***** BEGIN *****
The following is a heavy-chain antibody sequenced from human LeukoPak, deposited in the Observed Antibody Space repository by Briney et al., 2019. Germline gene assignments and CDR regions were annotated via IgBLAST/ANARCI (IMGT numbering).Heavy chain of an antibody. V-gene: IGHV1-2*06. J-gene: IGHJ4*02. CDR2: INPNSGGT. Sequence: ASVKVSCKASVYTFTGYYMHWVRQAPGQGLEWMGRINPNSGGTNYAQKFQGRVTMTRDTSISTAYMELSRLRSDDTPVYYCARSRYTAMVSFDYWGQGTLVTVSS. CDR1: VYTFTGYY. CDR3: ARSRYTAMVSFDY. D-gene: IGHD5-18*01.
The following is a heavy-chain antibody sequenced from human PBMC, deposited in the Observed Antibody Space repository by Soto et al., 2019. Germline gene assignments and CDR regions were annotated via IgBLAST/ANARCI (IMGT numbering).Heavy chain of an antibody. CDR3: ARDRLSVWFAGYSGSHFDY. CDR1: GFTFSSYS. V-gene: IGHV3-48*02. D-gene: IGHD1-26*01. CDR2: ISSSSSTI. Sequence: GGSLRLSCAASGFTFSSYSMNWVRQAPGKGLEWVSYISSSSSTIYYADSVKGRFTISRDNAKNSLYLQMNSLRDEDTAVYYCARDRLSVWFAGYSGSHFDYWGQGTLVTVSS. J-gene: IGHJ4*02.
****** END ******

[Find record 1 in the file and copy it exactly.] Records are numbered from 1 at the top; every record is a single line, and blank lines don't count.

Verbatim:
The following is a heavy-chain antibody sequenced from human LeukoPak, deposited in the Observed Antibody Space repository by Briney et al., 2019. Germline gene assignments and CDR regions were annotated via IgBLAST/ANARCI (IMGT numbering).Heavy chain of an antibody. V-gene: IGHV1-2*06. J-gene: IGHJ4*02. CDR2: INPNSGGT. Sequence: ASVKVSCKASVYTFTGYYMHWVRQAPGQGLEWMGRINPNSGGTNYAQKFQGRVTMTRDTSISTAYMELSRLRSDDTPVYYCARSRYTAMVSFDYWGQGTLVTVSS. CDR1: VYTFTGYY. CDR3: ARSRYTAMVSFDY. D-gene: IGHD5-18*01.